Kirkstall

KIRKSTALL, an ecclesiastical district, in the township of Headingley cum Burley, parish of Leeds, wapentake of Skyrack, W. riding of York, 3 miles (W.) from Leeds; containing more than 3000 inhabitants. This place was long distinguished by its magnificent abbey, founded by Henry de Laci, in 1152, for Cistercian monks, and of which Alexander, prior of Fountains, was the first abbot. It continued to flourish till the Dissolution, when its revenue was returned at £512. 13. 4.; the site and remains were granted to Cranmer, Archbishop of Canterbury, but were subsequently alienated, and are now the property of the Earl of Cardigan. The remains consist of the roofless walls of the cruciform church, a part of its well-proportioned tower, the dormitory, and other portions of the monastic buildings, with the entrance gateway, now converted into a dwelling-house; the groined roofs of the refectory and chapter-house are singularly beautiful, and the area of the cloisters has been laid out as a garden. From the loftiness of their proportions, the graceful elegance of their style, and their romantic situation near the river Aire, these ruins have an impressively majestic appearance. Kirkstall Grange, the seat of William Beckett, Esq., formerly an appendage to the abbey, stands on an eminence commanding an extensive prospect, in which nine churches are distinctly visible. The village is on the banks of the Aire, about a quarter of a mile to the east of the ruins, and consists of numerous well-built houses, with a spacious hotel; in the immediate vicinity, which abounds with richly-varied scenery, are some pleasant villas.

The manufacture of fine merinos and Indianas is carried on in the St. Anne's mills, the machinery of which is propelled by steam and by water-power; the wool, from a raw state, is passed through all the requisite processes on the premises, till it is formed into the finest textures, and the works for this purpose afford employment to more than 400 persons. There are two other woollen factories, and two large corn-mills. About half a mile from the abbey, and in a pleasant valley, embosomed in thick woods, are the extensive ironworks known by the appellation of Kirkstall Forge, situated on the north bank of the river, and which are among the most ancient in the kingdom, and probably coeval with the foundation of the abbey. The vast accumulation of scoria and cinders in the adjacent woods affords proof that iron was smelted here at a remote period; and it has been authentically ascertained that mills for slitting iron into nail-rods were erected here more than 250 years since. The great improvements that have resulted from the substitution of pit-coal for charcoal, have necessarily led to many alterations in the process of the manufacture of iron; and the present works, which have been in the possession of the same firm since the year 1779, have undergone every requisite modification for the more improved and extended state of the iron-trade. The powerful stream of the Aire gives motion to seven large water-wheels, and there are also two steam-engines, working ponderous hammers, tilts, and rolling and slitting mills, for the manufacture of bar, rod, hoop, sheet, and plate iron of every description; while other machinery is adapted to the making of axle-trees and springs for carriages, screws, vices, anvils, spades, and shovels, and numerous other articles. About 5000 tons of iron are manufactured yearly, and there is a furnace for the conversion of iron into steel: in these works 400 men are constantly employed, and 15,000 tons of coal annually consumed. The manufactory of Messrs. S. and J. Whitham, established in 1790, affords occupation to 120 men, in making machinery of all kinds, mill-work, and implements of every description, both for the home and export trades. The Leeds and Liverpool canal passes through the village.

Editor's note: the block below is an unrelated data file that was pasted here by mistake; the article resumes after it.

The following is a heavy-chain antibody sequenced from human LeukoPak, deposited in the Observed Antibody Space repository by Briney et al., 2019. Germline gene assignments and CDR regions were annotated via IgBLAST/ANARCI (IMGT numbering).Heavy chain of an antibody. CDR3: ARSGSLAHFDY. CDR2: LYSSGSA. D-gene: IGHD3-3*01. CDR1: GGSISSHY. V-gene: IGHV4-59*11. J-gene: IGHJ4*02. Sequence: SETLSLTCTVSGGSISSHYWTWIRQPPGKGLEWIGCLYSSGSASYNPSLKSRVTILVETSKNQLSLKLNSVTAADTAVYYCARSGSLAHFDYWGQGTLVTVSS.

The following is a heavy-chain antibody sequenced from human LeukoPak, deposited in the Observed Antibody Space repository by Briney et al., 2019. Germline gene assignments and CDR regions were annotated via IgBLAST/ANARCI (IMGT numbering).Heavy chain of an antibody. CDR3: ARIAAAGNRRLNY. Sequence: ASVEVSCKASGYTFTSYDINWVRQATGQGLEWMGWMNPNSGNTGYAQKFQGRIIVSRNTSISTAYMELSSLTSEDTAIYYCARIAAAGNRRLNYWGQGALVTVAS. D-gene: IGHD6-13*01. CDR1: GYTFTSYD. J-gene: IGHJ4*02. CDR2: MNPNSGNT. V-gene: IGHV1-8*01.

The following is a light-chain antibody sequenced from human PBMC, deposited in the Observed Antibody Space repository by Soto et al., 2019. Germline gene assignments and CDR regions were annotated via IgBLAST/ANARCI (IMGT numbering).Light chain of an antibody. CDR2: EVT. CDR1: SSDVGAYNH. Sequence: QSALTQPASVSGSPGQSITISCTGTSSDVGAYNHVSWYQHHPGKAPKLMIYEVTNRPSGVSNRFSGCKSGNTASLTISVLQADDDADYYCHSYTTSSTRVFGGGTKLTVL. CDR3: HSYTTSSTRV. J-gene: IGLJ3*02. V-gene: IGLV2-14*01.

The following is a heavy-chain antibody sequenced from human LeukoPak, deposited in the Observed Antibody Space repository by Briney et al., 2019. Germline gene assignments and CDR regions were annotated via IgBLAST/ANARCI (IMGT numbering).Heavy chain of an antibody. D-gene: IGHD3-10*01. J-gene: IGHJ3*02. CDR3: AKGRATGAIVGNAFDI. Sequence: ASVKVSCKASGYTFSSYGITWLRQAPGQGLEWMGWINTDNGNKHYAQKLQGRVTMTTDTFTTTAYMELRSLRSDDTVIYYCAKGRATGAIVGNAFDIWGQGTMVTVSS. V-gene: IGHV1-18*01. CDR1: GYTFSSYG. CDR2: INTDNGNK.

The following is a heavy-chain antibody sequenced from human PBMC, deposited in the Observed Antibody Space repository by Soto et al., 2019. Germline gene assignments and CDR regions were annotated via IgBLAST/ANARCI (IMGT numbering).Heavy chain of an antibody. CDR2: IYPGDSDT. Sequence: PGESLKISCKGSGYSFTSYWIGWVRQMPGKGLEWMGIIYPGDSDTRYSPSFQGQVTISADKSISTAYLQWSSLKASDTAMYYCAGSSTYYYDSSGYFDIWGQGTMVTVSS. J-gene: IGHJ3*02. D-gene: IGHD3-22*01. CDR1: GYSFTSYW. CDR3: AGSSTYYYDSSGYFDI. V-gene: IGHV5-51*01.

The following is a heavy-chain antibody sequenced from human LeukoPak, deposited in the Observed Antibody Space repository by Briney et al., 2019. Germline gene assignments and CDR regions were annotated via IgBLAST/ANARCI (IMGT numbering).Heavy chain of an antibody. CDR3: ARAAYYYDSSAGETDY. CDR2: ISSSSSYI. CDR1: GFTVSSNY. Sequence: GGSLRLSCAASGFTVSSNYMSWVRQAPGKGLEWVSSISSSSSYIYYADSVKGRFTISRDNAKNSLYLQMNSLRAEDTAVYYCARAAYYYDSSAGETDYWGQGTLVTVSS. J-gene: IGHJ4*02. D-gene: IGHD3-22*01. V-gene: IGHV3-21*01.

The ecclesiastical district was formed in the year 1837, and assigned to the church of St. Stephen, which is situated on an eminence, at a short distance from the village, and is in the early English style, with a tower surmounted by a lofty spire. It was erected in 1829, at a cost of £3206, by the Parliamentary Commissioners; and the spire having sustained damage by lightning in 1833, has been since rebuilt: the site of the church, and of the churchyard, which is planted with trees, and comprises an area of two acres, was given by the Earl of Cardigan. The living is in the gift of the trustees of the vicarage of Leeds, and the emolument amounts to about £200 per annum. A parsonage has lately been erected adjacent to the church, at an expense of £1200. There are two parochial schools, in which about 400 children receive instruction; and the Wesleyans have a place of worship.

Transcribed from A Topographical Dictionary of England, by Samuel Lewis, 7th edition, published in 1848.

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